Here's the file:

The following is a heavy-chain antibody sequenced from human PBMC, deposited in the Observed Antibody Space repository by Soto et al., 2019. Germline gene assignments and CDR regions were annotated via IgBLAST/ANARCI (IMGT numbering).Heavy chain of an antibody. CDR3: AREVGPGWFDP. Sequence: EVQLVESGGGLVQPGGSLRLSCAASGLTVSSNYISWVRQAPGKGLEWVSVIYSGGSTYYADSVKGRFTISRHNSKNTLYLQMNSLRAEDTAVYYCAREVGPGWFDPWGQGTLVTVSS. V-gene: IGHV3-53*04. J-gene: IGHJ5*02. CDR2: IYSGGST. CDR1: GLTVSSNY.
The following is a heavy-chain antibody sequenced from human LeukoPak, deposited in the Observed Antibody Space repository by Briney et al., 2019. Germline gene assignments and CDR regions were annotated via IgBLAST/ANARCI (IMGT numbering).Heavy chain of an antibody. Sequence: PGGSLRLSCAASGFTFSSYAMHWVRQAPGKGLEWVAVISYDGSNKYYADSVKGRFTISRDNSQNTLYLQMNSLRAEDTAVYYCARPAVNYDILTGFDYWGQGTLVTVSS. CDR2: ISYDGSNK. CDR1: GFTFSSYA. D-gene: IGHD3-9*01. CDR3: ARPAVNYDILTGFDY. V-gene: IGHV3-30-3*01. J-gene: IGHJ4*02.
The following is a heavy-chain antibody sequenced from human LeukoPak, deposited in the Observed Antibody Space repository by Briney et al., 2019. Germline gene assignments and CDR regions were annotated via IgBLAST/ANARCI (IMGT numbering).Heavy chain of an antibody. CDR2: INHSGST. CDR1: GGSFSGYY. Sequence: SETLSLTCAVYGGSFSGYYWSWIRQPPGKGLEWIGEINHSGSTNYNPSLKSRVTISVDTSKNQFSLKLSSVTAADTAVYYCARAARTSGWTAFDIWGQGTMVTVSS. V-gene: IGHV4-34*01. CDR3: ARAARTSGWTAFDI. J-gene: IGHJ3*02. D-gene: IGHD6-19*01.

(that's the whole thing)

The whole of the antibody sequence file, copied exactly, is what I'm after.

The following is a heavy-chain antibody sequenced from human PBMC, deposited in the Observed Antibody Space repository by Soto et al., 2019. Germline gene assignments and CDR regions were annotated via IgBLAST/ANARCI (IMGT numbering).Heavy chain of an antibody. CDR3: AREVGPGWFDP. Sequence: EVQLVESGGGLVQPGGSLRLSCAASGLTVSSNYISWVRQAPGKGLEWVSVIYSGGSTYYADSVKGRFTISRHNSKNTLYLQMNSLRAEDTAVYYCAREVGPGWFDPWGQGTLVTVSS. V-gene: IGHV3-53*04. J-gene: IGHJ5*02. CDR2: IYSGGST. CDR1: GLTVSSNY.
The following is a heavy-chain antibody sequenced from human LeukoPak, deposited in the Observed Antibody Space repository by Briney et al., 2019. Germline gene assignments and CDR regions were annotated via IgBLAST/ANARCI (IMGT numbering).Heavy chain of an antibody. Sequence: PGGSLRLSCAASGFTFSSYAMHWVRQAPGKGLEWVAVISYDGSNKYYADSVKGRFTISRDNSQNTLYLQMNSLRAEDTAVYYCARPAVNYDILTGFDYWGQGTLVTVSS. CDR2: ISYDGSNK. CDR1: GFTFSSYA. D-gene: IGHD3-9*01. CDR3: ARPAVNYDILTGFDY. V-gene: IGHV3-30-3*01. J-gene: IGHJ4*02.
The following is a heavy-chain antibody sequenced from human LeukoPak, deposited in the Observed Antibody Space repository by Briney et al., 2019. Germline gene assignments and CDR regions were annotated via IgBLAST/ANARCI (IMGT numbering).Heavy chain of an antibody. CDR2: INHSGST. CDR1: GGSFSGYY. Sequence: SETLSLTCAVYGGSFSGYYWSWIRQPPGKGLEWIGEINHSGSTNYNPSLKSRVTISVDTSKNQFSLKLSSVTAADTAVYYCARAARTSGWTAFDIWGQGTMVTVSS. V-gene: IGHV4-34*01. CDR3: ARAARTSGWTAFDI. J-gene: IGHJ3*02. D-gene: IGHD6-19*01.